Batman: Knight of Vengeance Review
A few months ago, I'd been quite occupied with Marvel's crossover event, Fear Itself, and so paid little to no attention to DC's Flashpoint. Unseen forces have however led me to an article listing Batman: Knight of Vengeance, a tie-in to the latter, as one of the best comic book series the writer had read up to the date of the article, along those lines; okay, I forgot where I read the article, so sue me. One thing's for sure: despite that I've not actually covered everything pertinent to the Flashpoint event, it was certainly deserving of the recommendation
Batman: Knight of Vengeance #1
Thomas Wayne, manager of Wayne Casino and Gotham Security, the Dark Knight in the grittier corners of the city. A world where his son had never emerged alive from Crime Alley that fateful night, Thomas Wayne took on the role of Batman. What sets him apart from Bruce's Batman is that the good doctor holds no misgivings toward taking one's life, regardless of his or her moral inclinations. Public-wise, he doesn't seem to have a way with women unlike the debonair billionaire that his son should be. You will also come across familiar characters associated with the Dark Knight like Jim Gordon, seemingly the only one who knows who Batman is; Harvey Dent, hammering on both Jim and Wayne with the kidnapping of his twin children by the Joker; Oswald Cobblepot, an assistant to Wayne in the place of Alfred Pennyworth instead of a mob boss; references to Batman's notorious rogues such as Hush, Scarecrow and Ivy, allegedly dead in the hands of the vigilante; and a glimpse back at the past as to what happened that fateful night while Batman took on Killer Croc.
Batman: Knight of Vengeance #2
Jim Gordon meets up with Selina, the Oracle of this timeline (in keeping with the fact that the commissioner never married and had never brought Barbara Gordon into existence), in order to obtain a lead on the Joker's whereabouts from the former, confined to her wheelchair and still remaining an attraction to her feline acquaintances. Meanwhile, Batman undertook his end of the investigation by interrogating the city's shifty folk, including Bullock. The effect the vigilante had on everyone sufficed to cause the detective to pee himself. While his son, should he be alive in this timeline, would strive toward preserving a life, Thomas Wayne maintained a ruthlessness in his undertakings, neglecting the responsibilities his title as a doctor should bind him to, as he did not for a moment's hesitation question putting a man out of his Joker toxin-induced misery.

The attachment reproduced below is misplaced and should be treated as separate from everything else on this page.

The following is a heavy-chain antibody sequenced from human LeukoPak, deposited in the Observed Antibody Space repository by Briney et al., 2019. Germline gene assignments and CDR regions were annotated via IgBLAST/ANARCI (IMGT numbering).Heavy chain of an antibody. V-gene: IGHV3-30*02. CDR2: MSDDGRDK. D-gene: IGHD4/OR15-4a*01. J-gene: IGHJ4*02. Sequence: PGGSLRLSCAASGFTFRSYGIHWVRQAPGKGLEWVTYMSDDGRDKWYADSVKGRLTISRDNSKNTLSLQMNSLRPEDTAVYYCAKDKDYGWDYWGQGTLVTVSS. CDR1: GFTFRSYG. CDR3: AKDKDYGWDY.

Jim Gordon's efforts to track down the Joker led him to Wayne Manor, where he succeeded in finding both the kidnapped twins and the villain, though not in a way he would have expected. The issue concluded with the revealing of the Joker's identity: Martha Wayne.
Batman: Knight of Vengeance #3
In the concluding issue, Batman confronts his wife, the Joker, casting a brighter light over the events that had come to pass since their son's death, their ways of coping with it. While one decided to beat the living hell out of the gunman, a rite of passage somehow leading up to the vigilante he is in this timeline, the other decided to go mad and carve herself a Cheshire grin. Both eventually attempted to come to terms with each other and Bruce's demise, blood bleeding down Batman's face as if he's crying blood, the Joker rendered a little saner, though nothing could change the fact it was a confrontation from which only one would survive.
Thomas Wayne makes a good Batman, if less merciful. A series depicting the disturbing irony of two parents, representing the opposite sides of the moral spectrum while sharing a passionate love for their deceased son to the extent of giving up their own lives in exchange for Bruce's, who would most probably have done the same thing, I give it my fullest recommendation and I suppose you don't need prior knowledge of the Flashpoint event to appreciate it.